If you ride one trail in your life in Moab, this should be it. Depending on time of year, and luck with the weather, you start the ride at 9000', 10000', or nearly 11000' and mostly descend all the way to Moab. How do you get up there? Well, you take a van, and since we had the great services of Rim Tours, we had our Van!
There was a very very very short conversation about riding from Moab up to the start of the Whole Enchilada. I did not even ask the entire question before I was asked (politely) to take my endurance monkey mouth and stick a beer in it.
The very top section of the ride -- Burro Pass and Hazard County -- were closed because of a snowstorm the weekend before we arrived. So we started the Whole Enchilada ride from The top of Kokopelli's trail. It looked like this:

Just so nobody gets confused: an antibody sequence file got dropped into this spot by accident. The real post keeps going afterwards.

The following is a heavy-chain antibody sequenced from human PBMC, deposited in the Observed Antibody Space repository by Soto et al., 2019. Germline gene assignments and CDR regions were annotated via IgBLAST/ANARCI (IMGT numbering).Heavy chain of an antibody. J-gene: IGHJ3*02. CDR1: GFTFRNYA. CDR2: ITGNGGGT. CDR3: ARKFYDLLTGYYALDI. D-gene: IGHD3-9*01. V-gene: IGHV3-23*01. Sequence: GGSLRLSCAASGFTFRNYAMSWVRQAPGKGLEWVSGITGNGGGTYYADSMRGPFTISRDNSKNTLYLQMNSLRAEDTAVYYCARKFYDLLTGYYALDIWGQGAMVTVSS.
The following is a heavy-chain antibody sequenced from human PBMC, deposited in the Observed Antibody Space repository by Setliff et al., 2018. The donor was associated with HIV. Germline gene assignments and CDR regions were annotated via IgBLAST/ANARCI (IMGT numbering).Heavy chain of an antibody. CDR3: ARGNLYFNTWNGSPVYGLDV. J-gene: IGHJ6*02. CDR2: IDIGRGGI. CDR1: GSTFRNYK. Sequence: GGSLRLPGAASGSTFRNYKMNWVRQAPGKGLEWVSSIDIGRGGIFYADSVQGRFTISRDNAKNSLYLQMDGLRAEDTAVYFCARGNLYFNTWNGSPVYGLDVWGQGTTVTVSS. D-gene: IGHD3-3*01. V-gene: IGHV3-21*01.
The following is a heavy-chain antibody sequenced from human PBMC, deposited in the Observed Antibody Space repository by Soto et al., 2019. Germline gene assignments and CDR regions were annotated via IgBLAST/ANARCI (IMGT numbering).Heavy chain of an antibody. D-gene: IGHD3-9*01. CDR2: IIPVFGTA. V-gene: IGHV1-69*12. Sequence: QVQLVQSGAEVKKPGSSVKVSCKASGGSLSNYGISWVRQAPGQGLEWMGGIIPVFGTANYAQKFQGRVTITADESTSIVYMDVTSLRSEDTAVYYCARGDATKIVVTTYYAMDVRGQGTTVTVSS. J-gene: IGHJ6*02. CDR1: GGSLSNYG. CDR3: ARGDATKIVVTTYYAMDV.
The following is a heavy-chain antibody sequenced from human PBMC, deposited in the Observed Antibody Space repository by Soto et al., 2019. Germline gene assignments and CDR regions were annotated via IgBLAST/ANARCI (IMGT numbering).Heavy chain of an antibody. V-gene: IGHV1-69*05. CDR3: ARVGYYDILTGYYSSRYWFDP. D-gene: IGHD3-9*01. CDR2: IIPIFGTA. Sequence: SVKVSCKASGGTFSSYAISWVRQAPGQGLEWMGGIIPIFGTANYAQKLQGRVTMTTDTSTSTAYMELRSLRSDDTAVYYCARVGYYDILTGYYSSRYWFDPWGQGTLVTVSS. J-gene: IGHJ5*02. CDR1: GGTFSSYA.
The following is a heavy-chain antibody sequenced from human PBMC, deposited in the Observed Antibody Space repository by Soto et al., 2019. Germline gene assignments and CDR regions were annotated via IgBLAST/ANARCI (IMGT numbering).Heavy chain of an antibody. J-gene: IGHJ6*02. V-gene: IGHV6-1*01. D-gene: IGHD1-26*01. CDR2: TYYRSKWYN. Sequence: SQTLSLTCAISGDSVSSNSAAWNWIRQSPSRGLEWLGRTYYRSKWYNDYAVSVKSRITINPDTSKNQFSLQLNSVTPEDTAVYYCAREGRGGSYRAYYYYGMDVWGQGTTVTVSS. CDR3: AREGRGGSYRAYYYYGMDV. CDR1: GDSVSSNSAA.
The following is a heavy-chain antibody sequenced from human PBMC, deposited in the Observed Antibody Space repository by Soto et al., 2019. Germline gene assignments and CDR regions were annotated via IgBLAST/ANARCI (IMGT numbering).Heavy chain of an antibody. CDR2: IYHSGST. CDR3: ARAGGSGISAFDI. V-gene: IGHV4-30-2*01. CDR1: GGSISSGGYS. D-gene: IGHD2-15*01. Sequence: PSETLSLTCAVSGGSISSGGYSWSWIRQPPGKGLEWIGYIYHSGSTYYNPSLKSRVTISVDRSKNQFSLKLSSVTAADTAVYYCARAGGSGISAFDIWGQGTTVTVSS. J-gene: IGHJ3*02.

Here's the view with 6 dudes in the way:
A trail marker, and map. look closely the map says "Whole Enchilada". I was hungry all day
Many many people have written descriptions of this ride. Find them here, here, or many other places. So, again, I won't try the inch by inch description.
I will say that the ride is everything people say it is. Huge views, huge exposure, all the technical terrain you can shake a stick at, single track, slick rock, alpine glades and desert rocks all on one trail.
Things I learned on this ride:
- Pinion does not give-way like Palo Verde trees do
- A well set-up dual suspension bike will "roll" some seriously gnarly gnar
- Push-up position is really the best way to go downhill
- My friends are quite acrobatic and can execute summersaults over their handlebars
- One of my friends is capable of breaking any bike he is on for more than one hour
- Utah really is an amazing place
If I lived anywhere near Moab, I would start counting the number of times I road the Whole Enchilada in a year, and try and make that number as high as I could. I would like to go bak and try to ride the entire loop...including the climb.
I did make this video mostly of me riding the Porcupine Rim section of the trail, plus some other stuff.